Monica Witherspoon, 36, is living proof that an organ donor can help save someone’s life. In her case, the recipient is her mother, 63-year-old Marilyn Witherspoon.
The 2019 procedure was done at SLU Hospital, which recently partnered with Mid-America Transplant to promote National Minority Donor Awareness Month in August.
“For me, the decision to give my mom a kidney was a no-brainer,” she said.
Witherspoon advocates for others to become donors, and believes there is a need for more conversation on the topic.
“As African Americans, we don’t talk about our health situations. You would be amazed at how many people are willing to help and donate,” Witherspoon said.
The lack of education concerning organ donation also contributes to the problem, Witherspoon explained. She encourages others to do the research and take part in helping others.
“The biggest thing I say to people is to educate yourself on the organ donation process,” Witherspoon said.
“I guess because it was my mother that I never had a fear of what would happen to me.”
Witherspoon’s biggest concern was, what if she donated her kidney to her mother, it wouldn’t work, and she would pass away.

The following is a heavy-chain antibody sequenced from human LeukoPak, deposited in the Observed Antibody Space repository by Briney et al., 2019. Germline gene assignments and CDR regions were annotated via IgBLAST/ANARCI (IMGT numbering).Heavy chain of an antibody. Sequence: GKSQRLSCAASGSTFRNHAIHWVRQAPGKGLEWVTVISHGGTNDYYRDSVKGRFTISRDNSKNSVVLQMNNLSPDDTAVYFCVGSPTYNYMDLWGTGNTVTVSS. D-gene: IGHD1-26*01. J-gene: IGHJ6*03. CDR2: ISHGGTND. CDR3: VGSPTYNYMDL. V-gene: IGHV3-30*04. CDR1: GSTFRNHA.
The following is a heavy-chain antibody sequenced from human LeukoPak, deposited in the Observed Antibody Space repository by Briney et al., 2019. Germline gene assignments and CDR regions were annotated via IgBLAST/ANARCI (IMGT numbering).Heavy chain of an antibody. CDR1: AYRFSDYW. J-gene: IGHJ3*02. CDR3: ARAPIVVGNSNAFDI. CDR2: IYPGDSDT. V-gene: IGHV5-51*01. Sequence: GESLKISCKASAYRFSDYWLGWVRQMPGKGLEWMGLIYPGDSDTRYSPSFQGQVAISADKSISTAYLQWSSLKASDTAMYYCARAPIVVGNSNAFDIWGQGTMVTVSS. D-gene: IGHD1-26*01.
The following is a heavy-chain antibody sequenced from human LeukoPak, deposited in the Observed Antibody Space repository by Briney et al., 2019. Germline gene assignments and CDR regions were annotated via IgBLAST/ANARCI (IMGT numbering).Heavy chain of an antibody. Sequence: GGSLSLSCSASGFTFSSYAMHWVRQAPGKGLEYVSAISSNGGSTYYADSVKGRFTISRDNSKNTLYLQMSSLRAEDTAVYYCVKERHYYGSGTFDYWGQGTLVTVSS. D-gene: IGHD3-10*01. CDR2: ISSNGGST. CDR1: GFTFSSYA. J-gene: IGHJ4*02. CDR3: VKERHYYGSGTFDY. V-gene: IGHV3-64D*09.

“It hurt me to my core,” Witherspoon said.
“But that’s why I have faith in God to believe that it would work. Even if the worst had happened, I still had to try.”
During an Aug. 25, 2021 event at SLU, MAT volunteers shared donor information, including how every donor can save eight lives and that an estimated 60,125 registrations were added to the National Transplant Waiting List in 2020.
Nikki Love-McIntyre, a SLU Hospital patient access representative, received a pancreas and kidney in 2015 at the hospital.
“There are more people dying daily than are being saved with these organs, so we need people to register to donate,” Love-McIntyre said.
The nation is facing a significant organ shortage for life-saving transplants. Almost 107,000 men, women and children are on the national transplant waiting list. Sadly, 17 people die each day waiting for a match and transplant.
“I provide information to dispel the myths and help people make an informed decision on whether or not they would like to donate,” Love-McIntyre said.
According to Love-McIntyre, common myths include “that people cannot have an open casket funeral” or “if your driver’s license says you are an organ donor, that doctors would refuse to treat you.”
“One lady came to our table and said she would not donate an organ, so I asked her ‘what if it was for her child?’ She said she would, but then I asked her what if she couldn’t do so and her child needed this life-saving organ,” Love-McIntyre said.
“That’s when she understood.”
She encourages others to register as organ donors and says, “Let your last act of selflessness be to donate.”